By DAN AMOR
It is a commonplace to say that in the last period of 55 years when the military banished the practice of true federalism in Nigeria, our understanding of the barenness of our forced union has been profoundly modified. Our speculations now extend to embrace the infinite; and, whether we are aware of it or not, our daily life has taken its tone and colour from this tremendous realization in our outlook. We have only to open our eyes to the reality on ground to echo in our hearts and awaken a similar sensation of anguish, from which the humblest intelligence amongst us is not immune.
But the truth is that Nigeria’s federal arrangement is a blatant fraud, abinitio. Nobody is saying that it is absolutely bad to copy any political model from elsewhere. The only problem is that due to greed and our inherent intolerance, we lack the political will and courage to practise what we copy from other climes. The American federal system which we claim to have copied is in truth a partnership in which the doctrine of dual federalism, held generally for upward of a century and still widely embraced, and has, in fact, given way before the practice of cooperative federalism. The last and least thing that could be said of America’s federal system is that it is fixed, formal, and certain in its distribution of powers and in the relations between the partners.
On the contrary, it remains to this day an experimental system, one which probes constantly for pragmatic accommodation where legal principle fails. It is, above all, a practical system. At this critical stage of our national life when there is palpable tension in the land due to ravaging effect of the prolonged attempt by some to lord it over others and the dissatisfaction on the part of those at the receiving end of injustice and marginalization, a central question for those engaged in constitution writing or amendment must be how to distribute powers territorially.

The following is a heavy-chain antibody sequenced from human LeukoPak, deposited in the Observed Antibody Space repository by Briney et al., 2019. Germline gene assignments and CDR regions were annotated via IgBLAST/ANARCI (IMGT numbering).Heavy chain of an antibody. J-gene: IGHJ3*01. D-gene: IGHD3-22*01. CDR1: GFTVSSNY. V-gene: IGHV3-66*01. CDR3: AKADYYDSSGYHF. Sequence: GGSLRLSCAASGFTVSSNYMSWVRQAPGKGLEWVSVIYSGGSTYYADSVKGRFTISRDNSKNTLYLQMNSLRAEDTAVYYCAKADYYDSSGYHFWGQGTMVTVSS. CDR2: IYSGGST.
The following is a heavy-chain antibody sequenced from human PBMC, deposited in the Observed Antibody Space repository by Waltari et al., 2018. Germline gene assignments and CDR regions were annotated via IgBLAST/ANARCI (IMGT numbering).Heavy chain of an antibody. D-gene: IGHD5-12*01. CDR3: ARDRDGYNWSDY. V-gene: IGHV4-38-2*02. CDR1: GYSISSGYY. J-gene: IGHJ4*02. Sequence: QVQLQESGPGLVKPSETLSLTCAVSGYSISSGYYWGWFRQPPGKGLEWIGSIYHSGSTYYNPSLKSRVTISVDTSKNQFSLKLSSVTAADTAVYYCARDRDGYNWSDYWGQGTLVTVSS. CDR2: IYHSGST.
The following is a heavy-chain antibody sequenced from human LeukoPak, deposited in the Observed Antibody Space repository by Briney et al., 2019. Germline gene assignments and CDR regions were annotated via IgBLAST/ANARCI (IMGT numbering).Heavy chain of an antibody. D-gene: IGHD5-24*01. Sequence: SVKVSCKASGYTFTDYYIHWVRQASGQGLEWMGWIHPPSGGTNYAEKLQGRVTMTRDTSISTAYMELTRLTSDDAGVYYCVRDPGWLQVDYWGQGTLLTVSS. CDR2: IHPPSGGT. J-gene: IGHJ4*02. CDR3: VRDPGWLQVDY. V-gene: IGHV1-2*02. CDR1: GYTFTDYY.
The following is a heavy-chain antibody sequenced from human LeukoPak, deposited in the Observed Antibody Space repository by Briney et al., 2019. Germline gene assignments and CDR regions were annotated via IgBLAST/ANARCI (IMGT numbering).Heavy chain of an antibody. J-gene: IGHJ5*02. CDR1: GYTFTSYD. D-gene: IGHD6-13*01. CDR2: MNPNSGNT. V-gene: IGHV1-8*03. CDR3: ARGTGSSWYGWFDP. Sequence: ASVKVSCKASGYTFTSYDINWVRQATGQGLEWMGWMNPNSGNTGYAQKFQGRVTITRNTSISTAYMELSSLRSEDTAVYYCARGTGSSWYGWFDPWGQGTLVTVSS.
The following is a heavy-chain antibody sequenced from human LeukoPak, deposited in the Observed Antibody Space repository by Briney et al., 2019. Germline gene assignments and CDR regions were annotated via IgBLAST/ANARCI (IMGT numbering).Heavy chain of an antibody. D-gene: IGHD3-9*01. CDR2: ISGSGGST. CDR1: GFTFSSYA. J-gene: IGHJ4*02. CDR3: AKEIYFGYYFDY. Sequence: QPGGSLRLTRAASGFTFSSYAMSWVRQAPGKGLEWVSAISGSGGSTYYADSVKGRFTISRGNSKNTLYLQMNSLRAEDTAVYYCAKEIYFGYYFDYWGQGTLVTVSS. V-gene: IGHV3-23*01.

If truly our political managers want this country to remain as a single entity and in peace they should contend with these pertinent questions. How can national and state powers be delineated with clarity and precision sufficient enough to minimize uncertainty and conflicts? What will be the basis of representation for the nation and also for the component parts? How can national supremacy be assured? What provision should be made for intergovernmental relations? What will be the relationship between national, state and local governments? What percentage of tax should the component units pay to the central government for the control of mineral and natural resources? When you ponder on these questions you realise that those against restructuring of Nigeria are truly those who want the country to break up.
Our “leaders” must also be reminded of the fact that in making territorial arrangements for government, two methods are commonly used: unitary and federal. The former concentrates authority and power in a single central government having legal omnipotence over all territory to which it holds title. In practice, central (unitary) governments have no states but establish local units to serve as their agents. Examples of unitary states include France, Great Britain and most of the other smaller nations. On the other hand, under the federal form of government, authority and power are divided between the central government and self-governing parts, with each operating in a sphere defined by the fundamental law of the land called the Constitution.
The self-governing parts, which may be referred to as “Provinces”, “States,” “Regions,” or something else, usually organize internally along unitary lines and establish local governments to serve as their agents. Besides the United States, Switzerland, Mexico and Canada, are examples of federal states. Under the federal arrangement, matters of primary importance to the country as a whole are assigned to the federal government. Usually these include foreign relations, defence, regulation of foreign and large-scale commerce and the monetary system. Taxes such as Value Added or First Taxes are controlled by the component units or centripetal forces. All over the world, the Federal or Central government does not control VAT.